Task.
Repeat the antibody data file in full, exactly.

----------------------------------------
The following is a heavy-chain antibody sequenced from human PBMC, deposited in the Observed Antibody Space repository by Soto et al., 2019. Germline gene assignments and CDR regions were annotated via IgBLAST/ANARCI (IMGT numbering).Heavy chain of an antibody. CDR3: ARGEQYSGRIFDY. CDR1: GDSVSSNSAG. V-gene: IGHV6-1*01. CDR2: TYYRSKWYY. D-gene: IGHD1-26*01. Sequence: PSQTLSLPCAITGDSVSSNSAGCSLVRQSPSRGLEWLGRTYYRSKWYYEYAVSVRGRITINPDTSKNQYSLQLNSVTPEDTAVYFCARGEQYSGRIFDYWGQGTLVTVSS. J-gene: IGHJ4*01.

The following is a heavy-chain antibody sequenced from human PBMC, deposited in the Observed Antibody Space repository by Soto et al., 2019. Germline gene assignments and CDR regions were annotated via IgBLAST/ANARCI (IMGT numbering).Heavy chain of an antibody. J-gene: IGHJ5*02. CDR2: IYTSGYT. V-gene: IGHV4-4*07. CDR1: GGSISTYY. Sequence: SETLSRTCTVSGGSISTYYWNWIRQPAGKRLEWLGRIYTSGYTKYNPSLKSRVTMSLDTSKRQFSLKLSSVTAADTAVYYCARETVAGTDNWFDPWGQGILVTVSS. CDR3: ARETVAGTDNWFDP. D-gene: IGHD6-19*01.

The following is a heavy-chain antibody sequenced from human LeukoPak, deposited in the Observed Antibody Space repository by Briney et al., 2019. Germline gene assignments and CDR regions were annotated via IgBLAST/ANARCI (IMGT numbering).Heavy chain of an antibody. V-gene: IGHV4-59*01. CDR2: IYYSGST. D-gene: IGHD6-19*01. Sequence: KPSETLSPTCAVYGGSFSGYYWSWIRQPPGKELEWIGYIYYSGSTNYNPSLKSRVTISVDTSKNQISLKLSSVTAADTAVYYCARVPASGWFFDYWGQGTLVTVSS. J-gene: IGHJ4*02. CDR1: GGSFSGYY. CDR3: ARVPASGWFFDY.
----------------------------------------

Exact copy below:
The following is a heavy-chain antibody sequenced from human PBMC, deposited in the Observed Antibody Space repository by Soto et al., 2019. Germline gene assignments and CDR regions were annotated via IgBLAST/ANARCI (IMGT numbering).Heavy chain of an antibody. CDR3: ARGEQYSGRIFDY. CDR1: GDSVSSNSAG. V-gene: IGHV6-1*01. CDR2: TYYRSKWYY. D-gene: IGHD1-26*01. Sequence: PSQTLSLPCAITGDSVSSNSAGCSLVRQSPSRGLEWLGRTYYRSKWYYEYAVSVRGRITINPDTSKNQYSLQLNSVTPEDTAVYFCARGEQYSGRIFDYWGQGTLVTVSS. J-gene: IGHJ4*01.

The following is a heavy-chain antibody sequenced from human PBMC, deposited in the Observed Antibody Space repository by Soto et al., 2019. Germline gene assignments and CDR regions were annotated via IgBLAST/ANARCI (IMGT numbering).Heavy chain of an antibody. J-gene: IGHJ5*02. CDR2: IYTSGYT. V-gene: IGHV4-4*07. CDR1: GGSISTYY. Sequence: SETLSRTCTVSGGSISTYYWNWIRQPAGKRLEWLGRIYTSGYTKYNPSLKSRVTMSLDTSKRQFSLKLSSVTAADTAVYYCARETVAGTDNWFDPWGQGILVTVSS. CDR3: ARETVAGTDNWFDP. D-gene: IGHD6-19*01.

The following is a heavy-chain antibody sequenced from human LeukoPak, deposited in the Observed Antibody Space repository by Briney et al., 2019. Germline gene assignments and CDR regions were annotated via IgBLAST/ANARCI (IMGT numbering).Heavy chain of an antibody. V-gene: IGHV4-59*01. CDR2: IYYSGST. D-gene: IGHD6-19*01. Sequence: KPSETLSPTCAVYGGSFSGYYWSWIRQPPGKELEWIGYIYYSGSTNYNPSLKSRVTISVDTSKNQISLKLSSVTAADTAVYYCARVPASGWFFDYWGQGTLVTVSS. J-gene: IGHJ4*02. CDR1: GGSFSGYY. CDR3: ARVPASGWFFDY.